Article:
Pearl Harbor was attacked on December 7th 1941. We have all seen the images of that fateful day. However the order for the attack was given more then a month before.
On November 5th, 1941, the 7th Imperial Conference was convened, and two types of request proposals (Draft A and Draft B) were decided upon.
From 10:30 to 15:15, on Wednesday November 5, 1941, t The 7th Imperial Conference is held. Two different Japanese proposals were decided on for submission to the US. These two plans were referred to as Draft A and Draft B. Japan planned to first propose Draft A in negotiations and if not accepted, propose Draft B, which included additional concessions.
Preliminary planning for an attack on Pearl Harbor to protect the move into the “Southern Resource Area” (the Japanese term for the Dutch East Indies and Southeast Asia generally) had begun very early in 1941 under the auspices of Admiral Isoroku Yamamoto, then commanding Japan’s Combined Fleet. He won assent to formal planning and training for an attack from the Imperial Japanese Navy General Staff only after much contention with Naval Headquarters, including a threat to resign his command. Full-scale planning was underway by early spring 1941, primarily by Rear Admiral Ryūnosuke Kusaka, with assistance from Captain Minoru Genda and Yamamoto’s Deputy Chief of Staff, Captain Kameto Kuroshima.The planners studied the 1940 British air attack on the Italian fleet at Taranto intensively.
The Japanese military had long dominated Japanese foreign affairs; although official negotiations between the U.S. secretary of state and his Japanese counterpart to ease tensions were ongoing, Hideki Tojo, the minister of war who would soon be prime minister, had no intention of withdrawing from captured territories. He also construed the American “threat” of war as an ultimatum and prepared to deliver the first blow in a Japanese-American confrontation: the bombing of Pearl Harbor.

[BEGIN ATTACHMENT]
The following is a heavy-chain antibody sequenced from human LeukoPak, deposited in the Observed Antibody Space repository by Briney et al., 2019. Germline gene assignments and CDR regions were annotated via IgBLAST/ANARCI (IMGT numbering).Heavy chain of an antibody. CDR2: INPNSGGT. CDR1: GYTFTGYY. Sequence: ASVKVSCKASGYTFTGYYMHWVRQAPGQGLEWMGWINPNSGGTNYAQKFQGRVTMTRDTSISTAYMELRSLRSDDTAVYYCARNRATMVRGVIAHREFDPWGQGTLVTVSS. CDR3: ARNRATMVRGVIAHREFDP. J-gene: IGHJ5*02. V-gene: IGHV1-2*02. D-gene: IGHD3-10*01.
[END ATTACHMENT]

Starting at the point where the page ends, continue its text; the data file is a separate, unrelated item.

Despite these preparations, Emperor Hirohito did not approve the attack plan until November 5, after the third of four Imperial Conferences called to consider the matter. Final authorization was not given by the emperor until December 1, after a majority of Japanese leaders advised him the “Hull Note” would “destroy the fruits of the China incident, endanger Manchukuo and undermine Japanese control of Korea”. And so Tokyo delivered the order to all pertinent Fleet commanders, that not only the United States—and its protectorate the Philippines—but British and Dutch colonies in the Pacific were to be attacked. War was going to be declared on the West.
On December 7, 1941. Just before 8 a.m. on that Sunday morning, hundreds of Japanese fighter planes descended on Pearl Harbor , where they managed to destroy or damage nearly 20 American naval vessels, including eight battleships, and over 300 airplanes. More than 2,400 Americans died in the attack, including civilians, and another 1,000 people were wounded. The day after the assault, President Franklin D. Roosevelt asked Congress to declare war on Japan.
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Reblogged this on History of Sorts.